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November 1, 2019 Blog 1 min read
Over the past decade, the labor market has demonstrated surprising strength many times even as other measures of the economy cast a shadow of doubt. It’s doing so again.
11-1-19 Employment Situation ChartEmployment market conditions remain quite strong – surprisingly so, in fact. Nonfarm payrolls surprised to the upside in October, rising 128,000 for the month. That alone was modestly below expectations, but unexpectedly strong upward revisions to August and September tallies added another 95,000 over that period. The result was an exceptionally positive report on the state of the labor market.

The jobless rate edged slightly higher to 3.6%, but remains near half-century lows. The labor force participation rate (the government’s estimate of the size of the labor force relative to population) edged higher in October. Tight labor market conditions are drawing people into the workforce at a pace that outstrips growth in the working age population. Nearly 1.7 million Americans have joined the labor force in the past year, providing a welcome supply of labor for employers that are finding it increasingly difficult to fill job openings.

Many had expected the October report to be weaker as a result of the GM strike that sidelined a sizable workforce at the automaker, but also rippled down through its supply chain. The secondary effects were also felt in businesses in the surrounding communities. The impact was apparent, as the manufacturing sector shed an estimated 36,000 for the month, directly traceable back to automobile production. The 6-week strike finally ended on October 26, making it the longest auto workers strike in about 50 years. The return of impacted workers should provide a bit of a lift to November payrolls.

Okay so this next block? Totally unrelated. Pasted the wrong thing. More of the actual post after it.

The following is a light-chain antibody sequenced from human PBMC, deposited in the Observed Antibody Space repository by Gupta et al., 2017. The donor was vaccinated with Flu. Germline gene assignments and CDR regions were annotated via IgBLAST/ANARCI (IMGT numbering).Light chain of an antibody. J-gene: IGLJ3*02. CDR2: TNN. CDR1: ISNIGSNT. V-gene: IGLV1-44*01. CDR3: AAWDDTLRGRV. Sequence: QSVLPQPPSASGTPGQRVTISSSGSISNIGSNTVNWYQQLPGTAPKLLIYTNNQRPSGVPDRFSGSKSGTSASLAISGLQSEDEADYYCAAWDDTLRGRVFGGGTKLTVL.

The fact that total payroll gains with revisions were as strong as they were despite that significant headwind is powerful evidence that the jobs engine hasn’t stalled. The third-quarter GDP report told a similar story, one of slower growth overwhelmingly driven by the consumer sector, but in an economy that is still growing modestly above trend.

Wages posted a modest gain last month and were up about 3.0% over the past year. Stronger wages, coupled with solid job creation, should provide continued fuel for a resiliently optimistic consumer sector to spend more in the coming months. More than any other factor, consumer spending appears likely to keep the economic train powering ahead in the near term.
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Data sources for peer group comparisons, returns, and standard statistical data are provided by the sources referenced and are based on data obtained from recognized statistical services or other sources believed to be reliable. However, some or all information has not been verified prior to the analysis, and we do not make any representations as to its accuracy or completeness. Any analysis non-factual in nature constitutes only current opinions, which are subject to change. Benchmarks or indices are included for information purposes only to reflect the current market environment; no index is a directly tradable investment. There may be instances when consultant opinions regarding any fundamental or quantitative analysis may not agree.

Plante Moran Financial Advisors (PMFA) publishes this update to convey general information about market conditions and not for the purpose of providing investment advice. Investment in any of the companies or sectors mentioned herein may not be appropriate for you. You should consult a representative from PMFA for investment advice regarding your own situation.